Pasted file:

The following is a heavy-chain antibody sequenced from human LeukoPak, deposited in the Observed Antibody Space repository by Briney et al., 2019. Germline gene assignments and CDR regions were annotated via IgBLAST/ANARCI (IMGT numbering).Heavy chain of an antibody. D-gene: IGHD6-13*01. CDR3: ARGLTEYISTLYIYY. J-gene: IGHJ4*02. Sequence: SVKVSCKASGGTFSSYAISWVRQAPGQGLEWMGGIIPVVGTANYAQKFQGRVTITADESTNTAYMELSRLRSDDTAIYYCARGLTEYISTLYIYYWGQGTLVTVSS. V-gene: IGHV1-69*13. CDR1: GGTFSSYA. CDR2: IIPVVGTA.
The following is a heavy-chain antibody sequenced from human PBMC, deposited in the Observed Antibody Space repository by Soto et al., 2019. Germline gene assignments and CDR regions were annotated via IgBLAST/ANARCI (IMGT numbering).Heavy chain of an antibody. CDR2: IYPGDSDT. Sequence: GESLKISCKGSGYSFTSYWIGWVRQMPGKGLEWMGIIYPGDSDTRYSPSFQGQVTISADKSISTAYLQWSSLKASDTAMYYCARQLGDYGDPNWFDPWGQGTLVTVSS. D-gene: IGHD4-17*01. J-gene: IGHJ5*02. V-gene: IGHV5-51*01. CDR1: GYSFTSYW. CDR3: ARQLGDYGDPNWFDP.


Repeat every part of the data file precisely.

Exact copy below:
The following is a heavy-chain antibody sequenced from human LeukoPak, deposited in the Observed Antibody Space repository by Briney et al., 2019. Germline gene assignments and CDR regions were annotated via IgBLAST/ANARCI (IMGT numbering).Heavy chain of an antibody. D-gene: IGHD6-13*01. CDR3: ARGLTEYISTLYIYY. J-gene: IGHJ4*02. Sequence: SVKVSCKASGGTFSSYAISWVRQAPGQGLEWMGGIIPVVGTANYAQKFQGRVTITADESTNTAYMELSRLRSDDTAIYYCARGLTEYISTLYIYYWGQGTLVTVSS. V-gene: IGHV1-69*13. CDR1: GGTFSSYA. CDR2: IIPVVGTA.
The following is a heavy-chain antibody sequenced from human PBMC, deposited in the Observed Antibody Space repository by Soto et al., 2019. Germline gene assignments and CDR regions were annotated via IgBLAST/ANARCI (IMGT numbering).Heavy chain of an antibody. CDR2: IYPGDSDT. Sequence: GESLKISCKGSGYSFTSYWIGWVRQMPGKGLEWMGIIYPGDSDTRYSPSFQGQVTISADKSISTAYLQWSSLKASDTAMYYCARQLGDYGDPNWFDPWGQGTLVTVSS. D-gene: IGHD4-17*01. J-gene: IGHJ5*02. V-gene: IGHV5-51*01. CDR1: GYSFTSYW. CDR3: ARQLGDYGDPNWFDP.